Dan in Real Life – Review

Credit: www.impawards.com


Peter Hedges


Steve Carell .Dan Burns
Dane Cook .Mitch Burns
Juliette Binoche .Marie
Alison Pill .Jane Burns
Brittany Robertson .Cara Burns
Marlene Lawston .Lilly Burns
Diane Wiest .Nana
John Mahoney .Poppy Burns

Touchstone Pictures and Focus Features present Dan in Real Life. Written by Pierce Gardner and Hedges. Running time: 95 minutes. Rated PG-13 (for some innuendo).

Weeks leading up to the release of Dan in Real Life uneasiness was starting to set in. Advertisements make it out to be a romantic comedy with two brothers opining for the same woman. But something funny happened on the way to the forum. Laughter. Not shake-your-head-in-disgust-funny with vindictive humor or sight gags. This humor is more grownup in nature with reflections of what it means to be a parent.

Steve Carell stars as Dan Burns, a newspaper advice columnist, whose wife passed away four years earlier. Away from the fan mail and computer screen he’s raising three girls on his own and all at different stages, a pre-teen, a seventeen-year-old and a fourth-grader. Such a caring father, you know he’s doing something right when he routinely receives comments like, “I hate you!” At Thanksgiving, the four drive up to Rhode Island and spend a weekend at his parents’ beach house. The rest of the Burns family is there to, including Dan’s younger brother Mitch (Dane Cook).

Mitch is probably the black sheep of the family; he must be adopted, as he looks nothing like the other siblings in the Burns household. When it is suggested that Dan go in to town and take same time for himself and pick up a newspaper while he’s at it he runs into Marie (Juliette Binoche) at the bookstore by the ocean, appropriately named the Book and Tackle Shop. She’s searching for a book and he, looking like an elder stock boy, begins to wander the aisles picking books at random. They strike up a dialog that seems to go on for hours. Dan is enamored and Marie is likewise, but she’s currently in a relationship. Still, she gives him her phone number. Positively glowing back at the beach house, the glow fades later that evening when Mitch introduces his new girlfriend to Dan. Yep, it’s Marie.

In what would be easy story fodder for a network sitcom, Steve Carell and Juliette Binoche rise above the generic plot as writer/director Peter Hedges explores the mixed emotions that love entails. Marie wants to tell Mitch how she feels about Dan, but Dan is just too considerate. As the story progresses, there is a competitiveness in Dan. He tries to outshine his younger bro when it comes to dancing and activities around the house. At the same time he’s alienating Marie; she wants to grow close, but the outpouring of love she gives Mitch is just too much to consume.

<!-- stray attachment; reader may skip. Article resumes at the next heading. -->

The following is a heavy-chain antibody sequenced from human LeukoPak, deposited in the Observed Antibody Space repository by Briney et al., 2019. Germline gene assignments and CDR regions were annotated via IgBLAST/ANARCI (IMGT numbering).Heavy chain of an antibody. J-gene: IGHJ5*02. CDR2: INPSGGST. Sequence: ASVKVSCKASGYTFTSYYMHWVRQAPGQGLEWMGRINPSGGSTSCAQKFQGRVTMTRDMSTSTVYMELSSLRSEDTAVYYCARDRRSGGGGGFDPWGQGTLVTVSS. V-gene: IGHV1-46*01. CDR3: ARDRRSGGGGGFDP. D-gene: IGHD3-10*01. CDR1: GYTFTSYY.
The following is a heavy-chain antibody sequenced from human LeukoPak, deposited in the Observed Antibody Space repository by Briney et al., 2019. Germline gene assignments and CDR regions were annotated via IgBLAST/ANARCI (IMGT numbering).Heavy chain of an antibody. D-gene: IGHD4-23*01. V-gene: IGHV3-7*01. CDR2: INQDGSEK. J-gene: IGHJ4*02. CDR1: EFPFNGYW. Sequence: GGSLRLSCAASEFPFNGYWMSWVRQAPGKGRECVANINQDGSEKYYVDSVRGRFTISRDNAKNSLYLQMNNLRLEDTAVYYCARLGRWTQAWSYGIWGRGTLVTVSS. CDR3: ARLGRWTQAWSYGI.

The love Dan has for Marie is neither love at first sight nor a carnal desire. At least, it is not apparent in the movie. These are two adults who just happened to meet in a bookstore and who just happen to be perfect for one another. Now Dan has been given a second chance at happiness (with someone his own age). Not many people can say they have won the lottery. With Marie, Dan has done it twice.

Peter Hedges, like John Hughes, must have fond recollections about Thanksgiving. Both directors have used the holiday to tell stories about families. For Hughes it was about a man befriending another as they catch planes, trains and automobiles. Hedges’ feature Pieces of April was a 2003 release that was pretty much overlooked by the masses. It was about a family on Thanksgiving. That plot was a little scatter-brained with Katie Holmes trying to create the perfect Thanksgiving Day meal, and not having much luck, in lieu of her family’s arrival.

Dan in Real Life has some family baggage, but the real focus is romance and the limitations single parents put upon themselves. Hedges doesn’t delve deep with the idea of Dan using parenthood as an excuse when it comes to meeting women. Such a crutch would be too general. Hedges instead uses the love triangle plot device as a means for Dan to realize that parents aren’t perfect. And neither is love. Sometimes there’s a mess that needs cleaning.